In Winemaking
on 01 Mar 2010

I’ve woken up in the wee hours of the morning not once, but twice now, horrified that I’d forgotten to check the sugar level on the zinfandel. I have a possibly permanent tan on my feet in the shape of the Keens I wear every day. My back, feet, and shoulders are in constant pain, there’s never enough beer in the fridge, and I actually went to bed at 9:30 the other night for the first time since I was maybe eight years old.

Rolf supervises the harvester

Yeah, I think it’s safe to say harvest is in full swing.

As of today we’ve officially entered the craziest part of the harvest; the bulk of our crop will be picked in the next two weeks and the cellar is already getting full of tanks that need to be pumped over and analyzed for temperature and Balling twice a day (the latter is the exclusive job of yours truly, hence the odd nightmares). After a few weeks in a row of 40+ temperatures, suddenly it seems like everything’s ready to be picked at the same time. We’re actually hiring a harvesting machine twice this week to help us get everything in on time.

Today we started at 5:00 with the rented harvester in one vineyard and our vineyard team in another. The goal: hand-pick ten tons of malbec while the machine noshes on 40 tons of cabernet sauvignon, and then crush it all before dark. Let’s just say we were all a little crazy by the end of the day.

But at Blaauwklippen even marathon days like this one have room for fun. Rolf brought in a traditional German onion cake, homemade by his wife, for us to try with the customary glass of white must at lunchtime. Though our viognier is nearly finished at 2.9 Balling, it tasted great with the toasted onions, ham, and quiche-like filling, confirming my long-standing belief that when the Germans combine meat, onions and alcohol the results are magical.

When you’re working with a machine harvester rather than hand-pickers, a major drawback is the inability of the machine to sort what goes into the bins. When the bins arrived the grapes looked just fine, but we were greeted with some unique “terroir”: a managerie of African wildlife in the form of dozens of species of creepy-crawlies. Being the kind of girl who runs away from bugs only in order to get her camera, I took full advantage of the situation and reverted to my inner seven-year-old bug geek.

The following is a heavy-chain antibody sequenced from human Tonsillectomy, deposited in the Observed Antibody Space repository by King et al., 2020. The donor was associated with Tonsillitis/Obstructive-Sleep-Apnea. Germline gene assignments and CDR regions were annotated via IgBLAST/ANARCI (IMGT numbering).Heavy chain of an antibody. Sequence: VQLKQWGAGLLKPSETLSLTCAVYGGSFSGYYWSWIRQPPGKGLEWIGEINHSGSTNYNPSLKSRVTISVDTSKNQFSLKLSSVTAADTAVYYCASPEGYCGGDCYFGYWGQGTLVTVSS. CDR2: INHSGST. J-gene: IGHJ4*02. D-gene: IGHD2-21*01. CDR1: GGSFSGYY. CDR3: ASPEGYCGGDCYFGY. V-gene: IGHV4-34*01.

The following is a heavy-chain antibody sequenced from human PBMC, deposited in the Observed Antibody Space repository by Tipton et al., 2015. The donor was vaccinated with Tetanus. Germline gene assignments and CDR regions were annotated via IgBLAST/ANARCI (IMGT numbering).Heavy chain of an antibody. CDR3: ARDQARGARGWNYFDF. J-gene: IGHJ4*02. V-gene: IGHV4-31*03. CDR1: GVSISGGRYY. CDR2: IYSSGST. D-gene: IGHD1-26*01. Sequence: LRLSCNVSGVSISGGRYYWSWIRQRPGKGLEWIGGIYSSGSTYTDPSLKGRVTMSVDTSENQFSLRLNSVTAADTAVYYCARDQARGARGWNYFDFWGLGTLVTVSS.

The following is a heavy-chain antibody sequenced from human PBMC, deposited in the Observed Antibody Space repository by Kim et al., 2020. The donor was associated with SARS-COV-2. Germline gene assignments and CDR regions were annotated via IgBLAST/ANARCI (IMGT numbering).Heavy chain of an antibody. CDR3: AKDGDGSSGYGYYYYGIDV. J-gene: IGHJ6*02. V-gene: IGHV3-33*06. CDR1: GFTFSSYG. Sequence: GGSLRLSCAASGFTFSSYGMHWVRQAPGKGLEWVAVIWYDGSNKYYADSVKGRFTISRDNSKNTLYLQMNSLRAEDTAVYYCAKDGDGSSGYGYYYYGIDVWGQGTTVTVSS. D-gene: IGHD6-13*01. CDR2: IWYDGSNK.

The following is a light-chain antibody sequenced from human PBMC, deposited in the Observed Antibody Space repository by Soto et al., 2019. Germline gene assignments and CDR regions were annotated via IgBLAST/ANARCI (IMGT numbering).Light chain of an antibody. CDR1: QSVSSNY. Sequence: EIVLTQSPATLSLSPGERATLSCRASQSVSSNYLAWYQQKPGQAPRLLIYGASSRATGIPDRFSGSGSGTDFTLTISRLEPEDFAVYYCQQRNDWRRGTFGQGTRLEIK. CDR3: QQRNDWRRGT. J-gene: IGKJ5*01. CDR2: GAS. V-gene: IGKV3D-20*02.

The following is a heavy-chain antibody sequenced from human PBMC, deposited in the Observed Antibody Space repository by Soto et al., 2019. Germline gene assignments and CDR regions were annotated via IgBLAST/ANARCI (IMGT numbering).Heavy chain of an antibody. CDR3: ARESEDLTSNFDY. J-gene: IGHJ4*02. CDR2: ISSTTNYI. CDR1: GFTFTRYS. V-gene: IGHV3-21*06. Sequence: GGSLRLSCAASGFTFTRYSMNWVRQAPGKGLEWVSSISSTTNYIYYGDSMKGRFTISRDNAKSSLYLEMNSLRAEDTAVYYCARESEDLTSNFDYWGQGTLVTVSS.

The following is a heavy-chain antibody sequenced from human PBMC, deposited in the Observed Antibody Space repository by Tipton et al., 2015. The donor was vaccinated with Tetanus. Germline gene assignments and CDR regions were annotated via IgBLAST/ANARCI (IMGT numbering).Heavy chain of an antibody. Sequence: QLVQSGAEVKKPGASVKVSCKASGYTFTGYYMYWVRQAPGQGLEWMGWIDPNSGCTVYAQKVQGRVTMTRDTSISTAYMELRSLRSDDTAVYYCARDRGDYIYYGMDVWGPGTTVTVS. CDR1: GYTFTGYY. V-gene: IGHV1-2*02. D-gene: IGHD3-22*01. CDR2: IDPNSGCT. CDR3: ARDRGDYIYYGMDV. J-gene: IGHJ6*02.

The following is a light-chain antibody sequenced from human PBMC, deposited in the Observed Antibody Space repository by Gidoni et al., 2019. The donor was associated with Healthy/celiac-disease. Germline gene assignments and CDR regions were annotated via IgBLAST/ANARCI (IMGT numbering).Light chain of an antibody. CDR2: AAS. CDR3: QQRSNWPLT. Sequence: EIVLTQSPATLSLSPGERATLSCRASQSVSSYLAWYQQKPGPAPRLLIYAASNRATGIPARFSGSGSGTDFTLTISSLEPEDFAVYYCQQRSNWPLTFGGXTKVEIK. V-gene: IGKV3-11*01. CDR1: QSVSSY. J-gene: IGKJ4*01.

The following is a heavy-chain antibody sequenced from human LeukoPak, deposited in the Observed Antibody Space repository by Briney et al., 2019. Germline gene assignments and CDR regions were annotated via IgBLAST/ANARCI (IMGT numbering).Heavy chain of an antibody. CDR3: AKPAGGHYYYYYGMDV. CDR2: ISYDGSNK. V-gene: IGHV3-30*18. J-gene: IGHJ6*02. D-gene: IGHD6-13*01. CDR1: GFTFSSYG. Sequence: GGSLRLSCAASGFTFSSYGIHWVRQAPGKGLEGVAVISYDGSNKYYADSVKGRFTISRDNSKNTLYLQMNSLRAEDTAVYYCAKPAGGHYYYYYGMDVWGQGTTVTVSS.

The star of the day was a baboon spider the size of a tennis ball. Similar to a tarantula and in fact in the same family, its body looked more like two coconuts than the soft and furry North American spider. My cellar buddies were tickled pink to watch me remove the spider from the bin with a shovel; only afterwards did they feel the need to inform me that baboon spiders are more venomous and pack a more painful punch than their North American brethren.

In addition to the spider there were grasshoppers of all colors and sizes, a tiny and terrified mole which we rescued, the fattest caterpillar I’ve ever seen, and my childhood favorite: a praying mantis, known in South Africa as a “Hottentot God”. Fortunately, despite bees landing on me constantly, a mantis attaching itself to my shoe for hours, and the spider incident, I survived the day with nothing but a few mosquito bites. On a final note, Rolf insisted that I add this disclaimer: these bugs do NOT end up in the wine! Any that make it as far as the crusher are removed during destemming, several rounds of racking, and filtration.

Julia Burke is a wine educator and writer.